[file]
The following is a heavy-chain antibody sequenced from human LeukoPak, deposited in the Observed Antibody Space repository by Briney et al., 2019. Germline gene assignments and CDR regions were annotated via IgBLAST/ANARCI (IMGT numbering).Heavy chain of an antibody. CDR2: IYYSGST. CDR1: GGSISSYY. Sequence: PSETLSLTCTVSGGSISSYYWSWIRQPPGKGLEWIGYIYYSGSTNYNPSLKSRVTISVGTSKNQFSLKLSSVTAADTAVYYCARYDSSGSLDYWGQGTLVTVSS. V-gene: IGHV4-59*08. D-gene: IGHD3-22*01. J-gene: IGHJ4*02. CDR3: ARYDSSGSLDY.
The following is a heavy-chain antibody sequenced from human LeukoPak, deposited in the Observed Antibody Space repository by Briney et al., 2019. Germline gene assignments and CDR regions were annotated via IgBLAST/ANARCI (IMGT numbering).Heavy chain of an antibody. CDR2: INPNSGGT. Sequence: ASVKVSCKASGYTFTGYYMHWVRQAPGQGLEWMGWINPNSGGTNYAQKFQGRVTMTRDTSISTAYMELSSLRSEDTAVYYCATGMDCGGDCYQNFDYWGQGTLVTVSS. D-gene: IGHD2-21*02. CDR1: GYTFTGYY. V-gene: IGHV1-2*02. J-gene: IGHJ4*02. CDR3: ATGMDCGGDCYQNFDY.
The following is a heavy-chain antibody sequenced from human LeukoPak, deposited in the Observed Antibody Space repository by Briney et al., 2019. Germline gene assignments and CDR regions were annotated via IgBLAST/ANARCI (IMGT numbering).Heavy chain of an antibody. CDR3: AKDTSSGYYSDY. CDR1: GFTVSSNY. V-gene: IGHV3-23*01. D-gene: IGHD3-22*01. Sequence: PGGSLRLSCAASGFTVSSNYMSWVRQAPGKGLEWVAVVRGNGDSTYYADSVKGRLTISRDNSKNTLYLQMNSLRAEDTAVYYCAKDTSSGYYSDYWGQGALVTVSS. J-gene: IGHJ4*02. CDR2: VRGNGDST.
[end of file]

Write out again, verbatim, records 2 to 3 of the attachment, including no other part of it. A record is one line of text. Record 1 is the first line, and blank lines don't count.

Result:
The following is a heavy-chain antibody sequenced from human LeukoPak, deposited in the Observed Antibody Space repository by Briney et al., 2019. Germline gene assignments and CDR regions were annotated via IgBLAST/ANARCI (IMGT numbering).Heavy chain of an antibody. CDR2: INPNSGGT. Sequence: ASVKVSCKASGYTFTGYYMHWVRQAPGQGLEWMGWINPNSGGTNYAQKFQGRVTMTRDTSISTAYMELSSLRSEDTAVYYCATGMDCGGDCYQNFDYWGQGTLVTVSS. D-gene: IGHD2-21*02. CDR1: GYTFTGYY. V-gene: IGHV1-2*02. J-gene: IGHJ4*02. CDR3: ATGMDCGGDCYQNFDY.
The following is a heavy-chain antibody sequenced from human LeukoPak, deposited in the Observed Antibody Space repository by Briney et al., 2019. Germline gene assignments and CDR regions were annotated via IgBLAST/ANARCI (IMGT numbering).Heavy chain of an antibody. CDR3: AKDTSSGYYSDY. CDR1: GFTVSSNY. V-gene: IGHV3-23*01. D-gene: IGHD3-22*01. Sequence: PGGSLRLSCAASGFTVSSNYMSWVRQAPGKGLEWVAVVRGNGDSTYYADSVKGRLTISRDNSKNTLYLQMNSLRAEDTAVYYCAKDTSSGYYSDYWGQGALVTVSS. J-gene: IGHJ4*02. CDR2: VRGNGDST.